Samorlian Inquisition – Anna Smith Spark

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Again, it’s been a while since our last session with Inquisitor Makhell. This time, it took a prompt from someone who’s spiky shoes you do not want up your rear end – not that I want any shoes up… oh, never mind. Anyhow, our pal, Makhell, seemed to come out of this one as pale as his persons of interest usually do. I’m not entirely sure who put who to the question here, but let’s see what was said, shall we? Without further ado, I give you the Queen of Grimdark herself, Anna Smith Spark:

 

If I gave you an elk, where would you hide it?

“If you gave me an elk, I’d be grateful. I love elks. Moose. Meese. The megaloceros had antlers so big it may have gone extinct because the energy needed to produce its antlers was too much for it as the European climate changed.

And then there are images like this:

 

 

Pedants may argue that those are deer. But it’s close enough.”

 

Why would you be hiding it? Weird.

“I’m not hiding it. I’m showing you pictures.

There’s a weird deer/elk thing in book two of Empires of Dust, actually. I’m really not hiding it. I’m writing about it.”

Tell us something about your work in progress?

“I’m currently writing Empires of Dust book three. Book one is (was! My bad – JP) out on June 29th(UK)/August 15th (US) (and the paperback is out Feb 8th in the UK – JP), book two, provisionally titled The Tower of Living and Dying, is finished and with my editor (and out Summer 2018! – JP).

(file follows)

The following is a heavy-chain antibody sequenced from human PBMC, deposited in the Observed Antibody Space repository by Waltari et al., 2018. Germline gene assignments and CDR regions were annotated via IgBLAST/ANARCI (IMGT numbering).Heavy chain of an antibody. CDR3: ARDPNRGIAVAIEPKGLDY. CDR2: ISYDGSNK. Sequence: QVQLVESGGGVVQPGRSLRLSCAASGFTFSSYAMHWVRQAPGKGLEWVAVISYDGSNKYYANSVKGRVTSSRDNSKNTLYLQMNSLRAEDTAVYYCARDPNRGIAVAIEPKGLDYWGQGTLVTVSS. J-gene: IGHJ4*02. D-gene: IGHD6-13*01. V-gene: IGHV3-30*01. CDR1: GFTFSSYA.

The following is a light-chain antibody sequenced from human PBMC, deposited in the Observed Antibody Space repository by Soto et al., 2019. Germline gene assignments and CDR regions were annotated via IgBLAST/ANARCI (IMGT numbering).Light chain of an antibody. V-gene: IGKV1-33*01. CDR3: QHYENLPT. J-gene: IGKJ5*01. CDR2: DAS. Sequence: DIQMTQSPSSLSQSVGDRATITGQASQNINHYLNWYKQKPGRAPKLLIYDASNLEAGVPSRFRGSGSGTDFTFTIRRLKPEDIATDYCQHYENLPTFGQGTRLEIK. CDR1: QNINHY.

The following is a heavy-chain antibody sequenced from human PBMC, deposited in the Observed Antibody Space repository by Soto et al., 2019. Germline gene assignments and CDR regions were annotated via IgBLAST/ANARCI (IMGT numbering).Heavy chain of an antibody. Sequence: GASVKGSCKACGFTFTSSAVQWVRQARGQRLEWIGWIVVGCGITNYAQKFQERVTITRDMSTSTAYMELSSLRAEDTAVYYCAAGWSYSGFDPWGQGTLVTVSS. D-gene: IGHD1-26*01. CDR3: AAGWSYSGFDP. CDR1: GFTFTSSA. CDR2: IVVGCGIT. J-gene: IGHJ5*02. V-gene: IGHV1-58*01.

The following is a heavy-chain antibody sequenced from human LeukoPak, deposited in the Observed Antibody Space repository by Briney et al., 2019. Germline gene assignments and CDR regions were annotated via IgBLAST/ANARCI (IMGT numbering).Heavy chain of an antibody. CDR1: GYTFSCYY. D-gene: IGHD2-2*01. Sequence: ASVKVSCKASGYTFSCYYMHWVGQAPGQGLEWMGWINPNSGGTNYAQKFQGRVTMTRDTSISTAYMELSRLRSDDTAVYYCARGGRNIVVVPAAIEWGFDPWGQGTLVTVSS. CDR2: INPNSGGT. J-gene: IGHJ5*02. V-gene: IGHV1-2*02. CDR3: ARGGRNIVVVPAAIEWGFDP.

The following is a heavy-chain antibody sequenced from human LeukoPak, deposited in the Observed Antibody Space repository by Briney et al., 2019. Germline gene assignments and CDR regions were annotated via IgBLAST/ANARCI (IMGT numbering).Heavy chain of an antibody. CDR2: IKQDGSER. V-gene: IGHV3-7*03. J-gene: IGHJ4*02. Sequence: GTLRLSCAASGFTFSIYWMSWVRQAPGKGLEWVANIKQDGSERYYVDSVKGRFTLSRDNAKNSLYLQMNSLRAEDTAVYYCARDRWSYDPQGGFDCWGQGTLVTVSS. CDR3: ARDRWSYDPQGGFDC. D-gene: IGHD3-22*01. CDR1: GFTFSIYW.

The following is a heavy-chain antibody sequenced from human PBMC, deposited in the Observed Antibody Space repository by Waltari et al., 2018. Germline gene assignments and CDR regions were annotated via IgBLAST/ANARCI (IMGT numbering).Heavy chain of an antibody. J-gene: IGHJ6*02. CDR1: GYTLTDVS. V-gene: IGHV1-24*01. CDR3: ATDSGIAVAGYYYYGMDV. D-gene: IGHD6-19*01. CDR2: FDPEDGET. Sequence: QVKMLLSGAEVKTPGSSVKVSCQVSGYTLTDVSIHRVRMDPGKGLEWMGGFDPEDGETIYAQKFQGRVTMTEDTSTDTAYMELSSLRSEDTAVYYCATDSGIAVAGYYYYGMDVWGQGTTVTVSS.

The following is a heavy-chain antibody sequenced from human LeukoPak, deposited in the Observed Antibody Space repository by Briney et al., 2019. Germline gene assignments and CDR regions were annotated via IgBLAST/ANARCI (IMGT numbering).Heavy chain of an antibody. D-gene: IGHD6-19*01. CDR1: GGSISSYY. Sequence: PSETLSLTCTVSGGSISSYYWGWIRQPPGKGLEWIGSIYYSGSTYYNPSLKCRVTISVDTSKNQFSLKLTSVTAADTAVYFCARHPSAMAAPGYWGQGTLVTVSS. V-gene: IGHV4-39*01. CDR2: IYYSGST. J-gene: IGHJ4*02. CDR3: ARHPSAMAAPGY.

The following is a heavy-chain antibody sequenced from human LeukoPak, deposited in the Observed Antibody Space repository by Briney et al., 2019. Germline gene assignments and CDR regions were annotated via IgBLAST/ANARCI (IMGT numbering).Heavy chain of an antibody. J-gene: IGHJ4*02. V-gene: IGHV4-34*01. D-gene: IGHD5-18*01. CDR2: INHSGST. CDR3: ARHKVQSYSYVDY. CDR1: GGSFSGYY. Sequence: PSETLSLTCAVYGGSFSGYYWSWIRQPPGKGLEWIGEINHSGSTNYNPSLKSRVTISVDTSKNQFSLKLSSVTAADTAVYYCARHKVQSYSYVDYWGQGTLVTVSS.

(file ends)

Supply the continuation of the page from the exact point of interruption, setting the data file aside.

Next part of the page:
I had blithely said book three would be the easiest to write as I know how it all ends. I do. I’ve had the last chapter written since before I finished book two. But it turns out I’ve got a whole book to write before I get there. I can’t really say ‘some stuff happened then the end.’ (GRRM should, though. Seriously. Just publish a single page explaining everything. Closure! We could all stop wondering, and he could stop tormenting himself).

Anyway. Book three. It’s epic. Massively, massively, is this too ott? no, fuck that, chuck in another axe epic. Death death death death death epic. Blow job jokes epic. It may even contain poetry.” (Literally lol’d – JP)

 If you were a tree, what tree would you be and why?

“A beech tree. I love beech trees. I write about beech trees in Empires of Dust, as well as elk/deer things. The colour of their leaves in autumn, red-gold like they’re on fire, the sound they make in the wind, like bells. Then in the frost, the way the frost furs them, the bronze leaves with the white frost covering them. The sound beech mast makes when you walk over it, the feel of it crunching yielding beneath your feet. The size of them, these trunks like columns, like a beech wood was the inspiration for a cathedral knave.

Sacred trees. Absurdly, heart-soaringly beautiful trees.”

 Were you an avid reader as a kid?

“Oh, yes. I read everything I could find, we’d go on holiday with a suitcase full of books for me and have to buy a suitcase more halfway through the trip. I read pretty much what I read now – mythology, legends, history, fantasy, crime, weird stuff. Some of my earliest memories are of books: the Usborne Children’s History of the World, the early volumes on early man, the first civilizations, Catal Huyuk, Sumer, Babylon; Alan Garner’s The Breadhorse; an astonishing children’s picture book version of the Mabinogion. That’s everything you need to know about me, in fact, in those memories of those books.